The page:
He wasn’t alone in making clumsy mistakes, with Vaiolini Ekusai stupidly grabbing hold of Tom Hooper’s jersey not once but twice as his teammate and captain Rob Leota charged to the line to score.

The moment of madness not only denied the Rebels a second-half surge but summed up their head-shaking performance a week out from hosting Super Round.

Advertisement

THE OTHER BRUMBY WHO ANNOUNCED HIMSELF

Charlie Cale’s marvellous try against the Rebels put himself on the Super Rugby map, but his back-row teammate Luke Reimer made an even bigger statement.

Behind a quality back-row featuring Rob Valetini and Pete Samu last year, breakdown specialist Reimer was largely limited to game-changing moments off the bench.

Now with Samu gone, Reimer has arrived. Fraser McReight watch out.

Luke Reimer is expected to get big minutes in the No.7 jersey for the Brumbies following Pete Samu’s departure to France. (Photo by Daniel Pockett/Getty Images)

The 23-year-old could well be the best breakdown exponent in Australian rugby already.

It’s not just how often he manages to pinch the ball, but the timing of it too.

Advertisement

Reimer swings matches with his timing.

That can be easier when matches get more open later in games, but what will encourage Stephen Larkham is that for the first time as a starter, he did it from the outset.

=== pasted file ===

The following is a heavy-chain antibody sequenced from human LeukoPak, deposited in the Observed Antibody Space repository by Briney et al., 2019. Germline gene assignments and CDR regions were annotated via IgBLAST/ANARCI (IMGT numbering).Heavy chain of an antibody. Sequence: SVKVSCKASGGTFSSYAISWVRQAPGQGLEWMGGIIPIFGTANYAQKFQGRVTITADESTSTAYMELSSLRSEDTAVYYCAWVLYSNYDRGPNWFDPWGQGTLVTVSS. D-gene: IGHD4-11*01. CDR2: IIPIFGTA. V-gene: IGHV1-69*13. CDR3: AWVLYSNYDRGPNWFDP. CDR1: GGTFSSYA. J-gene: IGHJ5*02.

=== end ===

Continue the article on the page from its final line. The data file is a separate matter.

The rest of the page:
FORCE’S SET-PIECE CONCERNS HAVEN’T GONE AWAY

Off the back of their busy work in the transfer market, many were quietly optimistic about the Force in 2024. They still might be proven right.

But, for that to be the case, they’ve got to fix up their set-piece struggles otherwise they’ll have no chance.

Against the Hurricanes, the Brumbies’ scrum largely struggled and their lineout crumbled.

Cron wasn’t helped by losing Izack Rodda and new skipper Jeremey Williams, as well as loose-head prop Harry Hoopert, but their absence highlighted the raw underbelly of Australian rugby.

Advertisement

Marley Peace, who was cited for a high tackle in the second half after failing to drop his body height, will develop into a strong prop, but the 20-year-old isn’t ready yet to start at loose-head prop week-in, week out.

The struggles up front also meant they didn’t get the front-foot ball they wanted for their new halves pairing.

If they don’t manage to rectify it against the Rebels, it could be another long night for them in Melbourne during Super Round.

Christy Doran’s Australian team of the week

Alex Hodgman, Matt Faessler, Harry Johnson-Holmes, Nick Frost, Seru Uru, Rob Valetini, Luke Reimer, Harry Wilson, Tate McDermott, Noah Lolesio, Corey Toole, Hunter Paisami, Josh Flook, Dylan Pietsch, Andrew Kellaway.

close